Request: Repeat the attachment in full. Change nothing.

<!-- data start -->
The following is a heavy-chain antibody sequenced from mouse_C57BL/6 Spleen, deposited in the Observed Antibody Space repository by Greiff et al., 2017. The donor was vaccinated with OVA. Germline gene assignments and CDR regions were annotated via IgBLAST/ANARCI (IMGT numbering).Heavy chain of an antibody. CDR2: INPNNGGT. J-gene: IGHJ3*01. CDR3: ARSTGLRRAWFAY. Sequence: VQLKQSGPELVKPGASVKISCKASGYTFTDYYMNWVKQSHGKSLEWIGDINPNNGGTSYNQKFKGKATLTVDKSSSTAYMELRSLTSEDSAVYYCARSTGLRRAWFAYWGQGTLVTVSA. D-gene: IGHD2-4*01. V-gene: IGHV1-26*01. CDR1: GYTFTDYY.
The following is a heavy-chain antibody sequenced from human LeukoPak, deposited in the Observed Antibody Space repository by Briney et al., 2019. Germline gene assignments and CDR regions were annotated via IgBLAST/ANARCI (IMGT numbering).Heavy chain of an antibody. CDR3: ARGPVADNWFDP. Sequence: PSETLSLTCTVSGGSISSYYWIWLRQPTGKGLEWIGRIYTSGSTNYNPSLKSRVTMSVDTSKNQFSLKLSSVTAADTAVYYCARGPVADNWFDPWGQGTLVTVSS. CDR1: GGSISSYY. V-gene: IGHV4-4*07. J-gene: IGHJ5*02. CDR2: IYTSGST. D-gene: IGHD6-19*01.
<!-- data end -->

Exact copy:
The following is a heavy-chain antibody sequenced from mouse_C57BL/6 Spleen, deposited in the Observed Antibody Space repository by Greiff et al., 2017. The donor was vaccinated with OVA. Germline gene assignments and CDR regions were annotated via IgBLAST/ANARCI (IMGT numbering).Heavy chain of an antibody. CDR2: INPNNGGT. J-gene: IGHJ3*01. CDR3: ARSTGLRRAWFAY. Sequence: VQLKQSGPELVKPGASVKISCKASGYTFTDYYMNWVKQSHGKSLEWIGDINPNNGGTSYNQKFKGKATLTVDKSSSTAYMELRSLTSEDSAVYYCARSTGLRRAWFAYWGQGTLVTVSA. D-gene: IGHD2-4*01. V-gene: IGHV1-26*01. CDR1: GYTFTDYY.
The following is a heavy-chain antibody sequenced from human LeukoPak, deposited in the Observed Antibody Space repository by Briney et al., 2019. Germline gene assignments and CDR regions were annotated via IgBLAST/ANARCI (IMGT numbering).Heavy chain of an antibody. CDR3: ARGPVADNWFDP. Sequence: PSETLSLTCTVSGGSISSYYWIWLRQPTGKGLEWIGRIYTSGSTNYNPSLKSRVTMSVDTSKNQFSLKLSSVTAADTAVYYCARGPVADNWFDPWGQGTLVTVSS. CDR1: GGSISSYY. V-gene: IGHV4-4*07. J-gene: IGHJ5*02. CDR2: IYTSGST. D-gene: IGHD6-19*01.